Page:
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LCW Wins Dismissal Of Terminated Peace Officer’s Lawsuit
LCW Associate Attorneys Nathan Jackson and Lars Reed successfully represented a city in a lawsuit that a former police officer brought.
In the spring of 2021, the city’s police department launched an internal affairs investigation into the police officer’s alleged misconduct. In April 2021, the district attorney’s office filed criminal charges against the officer. The officer was represented by counsel both in the criminal proceeding and in the internal affairs investigation. Once the investigation and all pre-disciplinary processes were completed, the department terminated the officer, and the officer appealed.
The memorandum of understanding (MOU) between the city and the police union outlined the exclusive process for the officer to appeal his firing. The MOU contained a multi-step grievance procedure, and each step contained specific deadlines for the officer to request to advance his appeal. The officer’s counsel missed the deadline to advance the appeal to arbitration by over a month. The city manager denied the officer’s arbitration request on the grounds that the officer waived further appeal rights under the MOU.
The officer filed a lawsuit seeking declaratory relief from the trial court and an order for the city to arbitrate his termination appeal. The officer’s counsel indicated that the failure to meet the MOU’s deadlines was due in part to members of his family falling ill. He argued that his failure to timely request arbitration was due to excusable neglect. He further argued that relief was appropriate given the fundamental due process rights at stake.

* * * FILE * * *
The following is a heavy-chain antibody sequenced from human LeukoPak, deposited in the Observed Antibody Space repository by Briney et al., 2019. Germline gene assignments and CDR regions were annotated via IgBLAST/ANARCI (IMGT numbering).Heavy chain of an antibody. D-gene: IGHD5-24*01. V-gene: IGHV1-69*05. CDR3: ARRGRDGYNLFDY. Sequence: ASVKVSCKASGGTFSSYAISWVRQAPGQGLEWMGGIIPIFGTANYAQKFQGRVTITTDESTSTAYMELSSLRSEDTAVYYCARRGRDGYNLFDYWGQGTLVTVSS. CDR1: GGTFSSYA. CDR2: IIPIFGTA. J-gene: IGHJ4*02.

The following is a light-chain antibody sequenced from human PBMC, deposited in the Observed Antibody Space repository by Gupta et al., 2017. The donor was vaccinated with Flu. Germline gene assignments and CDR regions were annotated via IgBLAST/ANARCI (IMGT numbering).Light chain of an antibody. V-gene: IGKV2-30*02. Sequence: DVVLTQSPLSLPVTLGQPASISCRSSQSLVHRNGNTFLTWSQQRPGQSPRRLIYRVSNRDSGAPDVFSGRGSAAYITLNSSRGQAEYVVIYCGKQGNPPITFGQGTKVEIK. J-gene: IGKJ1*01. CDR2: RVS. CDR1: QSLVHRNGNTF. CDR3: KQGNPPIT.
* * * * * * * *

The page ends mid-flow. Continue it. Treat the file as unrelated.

LCW filed a demurrer on behalf of the city. One of the grounds for demurrer was that declaratory relief was not an available remedy for the officer because there was no dispute as to the MOU’s language and the officer’s rights under it. The court agreed. The officer had not shown the MOU language was ambiguous. The MOU stated that the failure to meet the timelines for advancing the grievance forfeited further grievance rights. The court also found the officer’s counsel’s failure to timely advance arbitration was not the result of excusable neglect, because the failure to meet a simple deadline was not an oversight that a reasonably prudent person would make. The officer sought leave to amend his lawsuit, and this request was denied.
Based on the foregoing, the court sustained the city’s demurrer without leave to amend, because the officer’s claim arose from an MOU that is subject to only one reasonable interpretation.
A demurrer is a request for a court to dismiss a case because the case is not viable. A demurrer is a powerful tool that can save public agencies money by getting lawsuits dismissed at the pleading stage, without a trial or discovery. LCW attorneys can help public agencies identify legal deficiencies in a lawsuit that may make a case appropriate for demurrer.